Tiki

PrintPrintEmailEmail Soon came the short stories of a talented naval reservist, who had spent much of his enlistment typing away in a Quonset hut in Vanuatu. He was James Michener, and the book he published was titled Tales of the South Pacific . It won a Pulitzer Prize in 1948 and made it to Broadway as a musical entitled South Pacific , with songs by Rodgers and Hammerstein.

Victor Bergeron pours a drink at Hinky Dinks, before he became Trader Vic and built his chain of restaurants.
 
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In 1947 the Norwegian adventurer Thor Heyerdahl had set off from the coast of South America on a raft to test his theory that Polynesia had been settled by the Incas; his account, Kon-Tiki , became a runaway bestseller. In 1959 Hawaii joined the Union amid fireworks and hullabaloo, and two years later Elvis added his own brand of fuel to the South Pacific infatuation with his movie Blue Hawaii .

Disneyland opened in 1955, and among its first rides was a Jungle Cruise, in which boats drifted through tropical scenes; a few years later the park’s creator presented an attraction called the Enchanted Tiki Room, where 225 birds chattered and danced among “tiki gods” named Kor, Maui, Pele, Rongo, Tangaroa, and Tangaroa-Ru (this was Disney’s first use of “Audio Animatronic” figures). Aloha shirts took off, driven in part by the ukulele-playing TV host Arthur Godfrey’s fondness for them. If it had thatch and torches and colorful fabrics and little statues (which Donn Beach liked to call his “cannibal gods”), the public wanted more of it.

The American cult of tiki moved into the suburbs and beyond. Apartment buildings, bowling alleys, trailer parks, Laundromats, and corner restaurants were dressed up with tiki heads and masks, rattan walls, dried blowfish, and electric tiki torches.

A growing number of tiki bars and restaurants emerged as landmarks on the American cultural landscape, building and expanding on the foundation laid by Donn Beach and Trader Vic. Here one could briefly enter an exotic world and engage in curious rituals amid hula girls and seductively unfamiliar music. Temples of tiki cuisine cropped up throughout the country to meet the demands of what the tiki historian Sven Kirsten called the “modern primitives.” They offered easy escape for those who didn’t want to drop out of society and play bongo drums all day but weren’t content with the circumscribed life of the “organization man.”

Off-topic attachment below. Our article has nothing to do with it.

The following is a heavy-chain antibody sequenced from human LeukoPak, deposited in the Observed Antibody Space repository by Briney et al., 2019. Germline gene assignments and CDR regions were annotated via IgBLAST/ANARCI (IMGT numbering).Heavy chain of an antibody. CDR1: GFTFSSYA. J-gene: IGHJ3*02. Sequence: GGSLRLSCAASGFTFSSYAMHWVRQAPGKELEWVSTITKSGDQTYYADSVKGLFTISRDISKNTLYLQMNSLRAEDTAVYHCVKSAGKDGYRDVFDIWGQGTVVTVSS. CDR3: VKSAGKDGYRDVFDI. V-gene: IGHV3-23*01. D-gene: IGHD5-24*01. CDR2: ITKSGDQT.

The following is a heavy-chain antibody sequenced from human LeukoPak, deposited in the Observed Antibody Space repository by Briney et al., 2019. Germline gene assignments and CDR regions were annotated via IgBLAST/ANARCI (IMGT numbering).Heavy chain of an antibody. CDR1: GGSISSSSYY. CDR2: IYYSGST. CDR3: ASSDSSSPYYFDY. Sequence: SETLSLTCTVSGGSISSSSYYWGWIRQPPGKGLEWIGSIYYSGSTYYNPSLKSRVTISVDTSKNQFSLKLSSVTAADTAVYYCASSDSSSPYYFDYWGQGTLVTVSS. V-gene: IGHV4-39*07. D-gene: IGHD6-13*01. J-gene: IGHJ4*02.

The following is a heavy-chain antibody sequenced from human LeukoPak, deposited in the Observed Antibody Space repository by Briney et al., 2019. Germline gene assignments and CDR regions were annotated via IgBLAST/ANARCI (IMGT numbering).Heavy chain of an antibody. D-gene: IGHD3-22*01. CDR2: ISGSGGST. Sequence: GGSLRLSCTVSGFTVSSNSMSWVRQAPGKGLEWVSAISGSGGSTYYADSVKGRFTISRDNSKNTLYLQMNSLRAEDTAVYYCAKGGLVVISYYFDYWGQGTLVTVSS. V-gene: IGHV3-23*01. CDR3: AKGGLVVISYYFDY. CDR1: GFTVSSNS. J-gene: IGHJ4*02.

Tiki revival: the pupu platter at Waikiki Wally’s  in New York City.
 
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Customers typically entered the tiki realm by crossing a low bridge or passing through a damp grotto, which offered a gentle transition from the pesky reality outside the door. It took a few moments for one’s eyes to adjust, as the restaurants were often windowless. Who wanted to see the harsh sun, the parking lot, and the road outside? The tiki restaurant existed in a sort of perpetual twilight, lit by propane torches, the fiery eyes of tiki statues, and golden flames licking off the pineapple-and-brown-sugar dishes delivered by a hula girl.

If there was a cult at the tiki palaces, it was that of the tiki drink. Few customers came to the restaurants solely because of the food. (Noting the flaming entrées, the Columbus Dispatch once wrote of the Kahiki that it “is one of the few restaurants in Columbus in which food can injure you.”) The lure was the drinks. Restaurants sought to outhustle one another in concocting the most outrageous cocktails, giving them names like Pele’s Bucket of Fire, Sidewinder’s Fang, Molucca Fireball, Tonga Surfrider, and the Aku-Aku Lapu. (Not all bars showed imagination; many saw fit to name their specialty simply The Mystery Drink.)

Tiki bars marshaled whole stockrooms of custom-made ceramic skulls, pineapples, barrels, Easter Island heads, and statues in which to serve their potions.